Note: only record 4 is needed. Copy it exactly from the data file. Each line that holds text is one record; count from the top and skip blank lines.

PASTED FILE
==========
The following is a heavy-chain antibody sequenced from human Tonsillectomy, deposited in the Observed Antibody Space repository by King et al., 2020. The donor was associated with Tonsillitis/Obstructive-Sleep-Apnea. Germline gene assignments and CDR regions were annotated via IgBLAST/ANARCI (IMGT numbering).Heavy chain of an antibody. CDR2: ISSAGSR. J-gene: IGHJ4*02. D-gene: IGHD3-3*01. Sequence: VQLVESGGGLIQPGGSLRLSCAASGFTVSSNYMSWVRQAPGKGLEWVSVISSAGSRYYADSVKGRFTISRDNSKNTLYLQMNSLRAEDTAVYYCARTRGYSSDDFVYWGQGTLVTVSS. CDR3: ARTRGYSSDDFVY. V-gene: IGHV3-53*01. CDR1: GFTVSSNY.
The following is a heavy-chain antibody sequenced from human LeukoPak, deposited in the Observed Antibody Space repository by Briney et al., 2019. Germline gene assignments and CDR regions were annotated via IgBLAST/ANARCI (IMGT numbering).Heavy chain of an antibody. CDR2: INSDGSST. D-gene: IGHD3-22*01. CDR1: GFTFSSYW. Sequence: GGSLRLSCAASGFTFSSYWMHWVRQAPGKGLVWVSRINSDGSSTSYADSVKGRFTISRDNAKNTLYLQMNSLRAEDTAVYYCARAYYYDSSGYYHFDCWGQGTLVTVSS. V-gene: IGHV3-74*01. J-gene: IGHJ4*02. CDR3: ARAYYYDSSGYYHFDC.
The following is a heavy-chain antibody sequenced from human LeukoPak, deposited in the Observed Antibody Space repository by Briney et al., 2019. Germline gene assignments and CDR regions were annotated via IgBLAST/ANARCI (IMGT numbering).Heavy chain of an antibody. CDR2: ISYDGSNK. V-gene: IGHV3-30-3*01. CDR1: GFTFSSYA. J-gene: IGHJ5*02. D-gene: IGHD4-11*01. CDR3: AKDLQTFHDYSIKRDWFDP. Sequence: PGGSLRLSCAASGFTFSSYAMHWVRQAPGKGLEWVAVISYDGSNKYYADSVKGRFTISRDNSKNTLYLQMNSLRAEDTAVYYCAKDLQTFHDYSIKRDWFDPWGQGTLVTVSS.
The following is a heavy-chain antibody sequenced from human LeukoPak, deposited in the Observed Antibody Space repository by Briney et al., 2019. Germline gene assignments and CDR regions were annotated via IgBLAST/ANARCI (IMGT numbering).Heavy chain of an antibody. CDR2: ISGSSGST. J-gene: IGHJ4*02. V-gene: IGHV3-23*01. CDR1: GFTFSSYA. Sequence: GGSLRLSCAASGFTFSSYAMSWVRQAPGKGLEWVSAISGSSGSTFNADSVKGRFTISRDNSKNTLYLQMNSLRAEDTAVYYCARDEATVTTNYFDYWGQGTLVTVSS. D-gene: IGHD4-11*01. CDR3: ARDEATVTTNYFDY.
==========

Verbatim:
The following is a heavy-chain antibody sequenced from human LeukoPak, deposited in the Observed Antibody Space repository by Briney et al., 2019. Germline gene assignments and CDR regions were annotated via IgBLAST/ANARCI (IMGT numbering).Heavy chain of an antibody. CDR2: ISGSSGST. J-gene: IGHJ4*02. V-gene: IGHV3-23*01. CDR1: GFTFSSYA. Sequence: GGSLRLSCAASGFTFSSYAMSWVRQAPGKGLEWVSAISGSSGSTFNADSVKGRFTISRDNSKNTLYLQMNSLRAEDTAVYYCARDEATVTTNYFDYWGQGTLVTVSS. D-gene: IGHD4-11*01. CDR3: ARDEATVTTNYFDY.